NASA Kepler telescope retires after running out of fuel - Everyday Science
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NASA Kepler telescope retires after running out of fuel

NASA Space Kepler telescope

The end of an era. The famous NASA space Kepler telescope spends almost a decade collecting information about the existence of thousands of planets and sent wonderful images of our visible universe.

NASA Space Kepler telescope

NASA Space Kepler telescope

NASA Kepler Telescope

The NASA space telescopes Kepler ran out of fuel more than nine and half years after its launch and will now retire in a safe orbit around the sun, the NASA announced on Tuesday in a press conference.

It was known that the observatory’s hydrazine supply was running out over the past few months, however, the controllers noticed a dramatic drop in fuel pressure earlier this month, which indicated that Kepler telescope no longer, had enough fuel to maintain the precision required to continue searching for planets around other stars also known as exoplanets.

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The Kepler telescope spends almost decade collecting information about the existence of thousands of planets. In facts, it helps to detect more than 2600 planets outside our solar system, included some in which there might be life.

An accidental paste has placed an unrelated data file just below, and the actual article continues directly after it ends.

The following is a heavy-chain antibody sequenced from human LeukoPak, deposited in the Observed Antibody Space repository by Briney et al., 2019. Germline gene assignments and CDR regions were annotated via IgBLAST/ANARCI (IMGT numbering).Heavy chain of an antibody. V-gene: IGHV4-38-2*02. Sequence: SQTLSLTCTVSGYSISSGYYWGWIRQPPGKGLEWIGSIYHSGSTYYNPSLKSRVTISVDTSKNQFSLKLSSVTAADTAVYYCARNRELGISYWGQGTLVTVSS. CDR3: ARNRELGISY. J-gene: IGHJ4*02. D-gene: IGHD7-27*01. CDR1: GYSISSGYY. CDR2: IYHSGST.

“Kepler telescope far exceeded NASA’s expectations and paved the way for our exploration and search for life in the solar system and beyond.” agency associate administrator Thomas Zurbuchen.

Time has come, he wrote on Twitter. “Thank you for changing our view of the universe.”

The scientists explained that the “planet haunting telescope”, named after the German astronomer Johannes Kepler (1571-1630) and launched in March 2009, can no longer reorient or send information to earth.

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Among his most recent discoveries is the theory that between 20 and 50 percent of the stars visible from our planet in the sky has planets around the size of the earth.

“When we started thinking about this mission 35 years ago, we did not know any planet outside the solar system,” said former NASA researcher and project initiator William Borucki. “Now we know there are planets everywhere, Kepler put us on a new course full of promises for a new generation to explore our galaxy.”

However, the mission faced many technical problems in fact since 2013 it operated in a limited way.

One of the successors of Kepler telescope has already started work in April. The “Transiting Exoplanet Survey Satellite (TESS).” The mission of 200 million dollars will last two years in principle. TESS is the size of the refrigerator and has four cameras.

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Like the Kepler, TESS also observes the variations of the light of the stars that can be a sign of the passage of a planet. The TESS can detect both small rock bodies and huge celestial bodies and cover a much wider area than the Kepler telescope.

RIP Kepler!!

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